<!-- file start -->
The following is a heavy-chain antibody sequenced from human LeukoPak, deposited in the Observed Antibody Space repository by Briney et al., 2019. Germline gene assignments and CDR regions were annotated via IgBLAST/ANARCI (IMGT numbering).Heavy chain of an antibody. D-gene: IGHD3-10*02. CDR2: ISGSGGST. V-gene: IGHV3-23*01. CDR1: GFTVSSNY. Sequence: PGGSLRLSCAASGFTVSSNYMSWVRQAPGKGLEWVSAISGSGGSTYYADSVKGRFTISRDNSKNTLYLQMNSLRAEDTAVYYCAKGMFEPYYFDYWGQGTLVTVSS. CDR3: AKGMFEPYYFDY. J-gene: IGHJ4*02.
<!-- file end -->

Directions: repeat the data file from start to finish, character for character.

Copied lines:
The following is a heavy-chain antibody sequenced from human LeukoPak, deposited in the Observed Antibody Space repository by Briney et al., 2019. Germline gene assignments and CDR regions were annotated via IgBLAST/ANARCI (IMGT numbering).Heavy chain of an antibody. D-gene: IGHD3-10*02. CDR2: ISGSGGST. V-gene: IGHV3-23*01. CDR1: GFTVSSNY. Sequence: PGGSLRLSCAASGFTVSSNYMSWVRQAPGKGLEWVSAISGSGGSTYYADSVKGRFTISRDNSKNTLYLQMNSLRAEDTAVYYCAKGMFEPYYFDYWGQGTLVTVSS. CDR3: AKGMFEPYYFDY. J-gene: IGHJ4*02.